The flow and ebb of time around cultures and ideas continues unabated, even in the face of more pressing ‘real world’ living imperatives. It has always been this way. And yet, what would be a workable alternative? If you were the great Benign Dictator, with the entire world as your fiefdom, how would you run it?
History is an never ending list of records that register the rise and fall of communities, kingdoms, nations, religions, spiritual ideas, political systems and mandates. If we look at some of those episodes in more detail we will observe situations where the people involved have persisted in debating esoteric issues such as religion or spirituality with incredible ferocity, even while facing personal hardship and adversity. Dwell for a moment on the 100 Years War then visualise a band of starving villagers fighting their enemies, and each other, as they try to balance competing obligations to provincial lords and religious fanatics. It is a recurrent theme to read of diseased, starving people in hostile environments choosing to argue over an idea – whether it be political or religious. Often this is still the case even in the face of a declining or diminishing societal environment. In other words, their society is declining or dying and those people choose to focus their energy on fighting each other rather than tackling the death of their culture. Some time later, people from a new culture will look upon the remains of that society, with weeds overgrowing long forgotten architectural accomplishments. The winds of time will have swept away previously cherished stories of great deeds, ambitions, desires and ideas.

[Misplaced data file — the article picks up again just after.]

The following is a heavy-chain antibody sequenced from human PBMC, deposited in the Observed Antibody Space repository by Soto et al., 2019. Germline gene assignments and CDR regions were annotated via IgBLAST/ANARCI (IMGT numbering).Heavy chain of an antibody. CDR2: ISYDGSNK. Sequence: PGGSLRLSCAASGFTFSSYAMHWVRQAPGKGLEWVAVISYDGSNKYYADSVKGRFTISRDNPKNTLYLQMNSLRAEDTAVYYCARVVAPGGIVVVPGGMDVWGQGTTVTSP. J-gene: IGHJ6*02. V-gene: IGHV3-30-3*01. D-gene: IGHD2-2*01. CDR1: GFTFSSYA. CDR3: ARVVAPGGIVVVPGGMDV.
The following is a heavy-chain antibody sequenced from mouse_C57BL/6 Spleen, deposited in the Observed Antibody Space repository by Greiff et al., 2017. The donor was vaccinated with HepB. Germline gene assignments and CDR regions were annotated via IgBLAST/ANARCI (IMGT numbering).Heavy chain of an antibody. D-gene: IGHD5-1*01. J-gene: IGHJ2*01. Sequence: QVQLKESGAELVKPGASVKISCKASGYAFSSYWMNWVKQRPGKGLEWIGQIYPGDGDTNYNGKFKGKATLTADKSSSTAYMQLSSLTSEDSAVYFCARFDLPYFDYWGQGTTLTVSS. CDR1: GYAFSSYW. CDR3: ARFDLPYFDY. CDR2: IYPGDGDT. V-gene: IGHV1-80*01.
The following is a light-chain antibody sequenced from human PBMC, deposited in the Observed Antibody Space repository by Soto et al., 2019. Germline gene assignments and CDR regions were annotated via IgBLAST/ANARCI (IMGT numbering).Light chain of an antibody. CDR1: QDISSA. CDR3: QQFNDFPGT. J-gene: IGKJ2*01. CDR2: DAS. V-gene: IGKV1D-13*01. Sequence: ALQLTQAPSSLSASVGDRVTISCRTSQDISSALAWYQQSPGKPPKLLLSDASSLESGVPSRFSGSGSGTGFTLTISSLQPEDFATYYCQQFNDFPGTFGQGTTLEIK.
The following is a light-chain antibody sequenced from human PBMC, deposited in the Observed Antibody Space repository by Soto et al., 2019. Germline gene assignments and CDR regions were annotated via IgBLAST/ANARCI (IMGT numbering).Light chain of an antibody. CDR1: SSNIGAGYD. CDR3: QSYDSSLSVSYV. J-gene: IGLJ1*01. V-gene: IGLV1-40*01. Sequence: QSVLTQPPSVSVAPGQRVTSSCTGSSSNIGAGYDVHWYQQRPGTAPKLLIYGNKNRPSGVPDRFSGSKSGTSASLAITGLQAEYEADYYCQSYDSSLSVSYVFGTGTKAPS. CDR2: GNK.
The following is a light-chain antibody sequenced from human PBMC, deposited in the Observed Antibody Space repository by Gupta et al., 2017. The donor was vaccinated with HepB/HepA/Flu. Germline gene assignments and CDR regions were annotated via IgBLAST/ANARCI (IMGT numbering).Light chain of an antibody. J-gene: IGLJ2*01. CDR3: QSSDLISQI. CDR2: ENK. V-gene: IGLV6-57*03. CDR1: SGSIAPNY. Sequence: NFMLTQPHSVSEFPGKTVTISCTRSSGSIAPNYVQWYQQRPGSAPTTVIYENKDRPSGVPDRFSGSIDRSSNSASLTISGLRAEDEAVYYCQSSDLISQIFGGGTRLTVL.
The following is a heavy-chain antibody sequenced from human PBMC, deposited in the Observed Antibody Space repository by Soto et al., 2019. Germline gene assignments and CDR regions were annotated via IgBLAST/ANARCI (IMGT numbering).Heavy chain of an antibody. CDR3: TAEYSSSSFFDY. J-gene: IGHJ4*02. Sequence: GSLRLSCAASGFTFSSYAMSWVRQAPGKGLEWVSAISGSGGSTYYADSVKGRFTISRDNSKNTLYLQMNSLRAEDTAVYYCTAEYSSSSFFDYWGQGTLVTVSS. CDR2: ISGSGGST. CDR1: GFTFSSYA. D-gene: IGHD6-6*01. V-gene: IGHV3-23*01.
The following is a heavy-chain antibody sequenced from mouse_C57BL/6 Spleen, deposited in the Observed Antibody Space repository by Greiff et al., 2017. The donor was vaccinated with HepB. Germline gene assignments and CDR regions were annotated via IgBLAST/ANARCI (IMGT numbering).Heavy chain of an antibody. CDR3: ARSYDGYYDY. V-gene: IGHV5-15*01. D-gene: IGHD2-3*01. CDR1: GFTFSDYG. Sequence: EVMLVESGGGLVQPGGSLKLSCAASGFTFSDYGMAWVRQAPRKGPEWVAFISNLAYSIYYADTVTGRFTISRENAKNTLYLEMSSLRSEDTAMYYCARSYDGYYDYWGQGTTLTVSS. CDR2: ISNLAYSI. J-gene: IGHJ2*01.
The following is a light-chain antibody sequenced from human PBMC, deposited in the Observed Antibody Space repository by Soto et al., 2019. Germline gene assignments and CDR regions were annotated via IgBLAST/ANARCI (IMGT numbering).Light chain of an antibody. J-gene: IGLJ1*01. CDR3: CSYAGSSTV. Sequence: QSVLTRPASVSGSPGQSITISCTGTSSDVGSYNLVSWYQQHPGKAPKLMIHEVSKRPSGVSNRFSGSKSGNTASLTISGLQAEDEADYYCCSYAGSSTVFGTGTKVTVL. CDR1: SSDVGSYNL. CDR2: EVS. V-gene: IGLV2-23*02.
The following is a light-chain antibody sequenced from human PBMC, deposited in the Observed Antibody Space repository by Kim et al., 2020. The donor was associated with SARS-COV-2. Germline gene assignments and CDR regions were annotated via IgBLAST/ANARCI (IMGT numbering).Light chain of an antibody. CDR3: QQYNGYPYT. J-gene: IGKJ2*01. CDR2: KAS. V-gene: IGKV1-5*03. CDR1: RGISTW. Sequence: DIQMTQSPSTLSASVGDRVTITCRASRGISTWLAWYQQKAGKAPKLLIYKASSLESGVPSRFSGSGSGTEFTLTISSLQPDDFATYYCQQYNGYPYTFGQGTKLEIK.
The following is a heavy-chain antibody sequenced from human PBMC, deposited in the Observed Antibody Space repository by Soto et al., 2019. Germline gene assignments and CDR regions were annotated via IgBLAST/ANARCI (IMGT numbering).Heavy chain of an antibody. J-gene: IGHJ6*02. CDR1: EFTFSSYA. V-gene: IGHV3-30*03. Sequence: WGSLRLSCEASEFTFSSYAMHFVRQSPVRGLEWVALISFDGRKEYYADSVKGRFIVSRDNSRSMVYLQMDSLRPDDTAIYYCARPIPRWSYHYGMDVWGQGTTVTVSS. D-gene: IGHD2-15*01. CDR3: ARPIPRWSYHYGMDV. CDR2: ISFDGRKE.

Just how important were all of those esoteric issues when measured from the wasteland that follows? If we sit on a rock in Meteora, how important is it to us that the Emperor of Byzantium did or did not grant control over a few pillars of stone to some reclusive monks? When holding your hand up against a mirror image rock painting in the Australian Outback, what account do we give for the ideas and anguish of the people who left their imprint?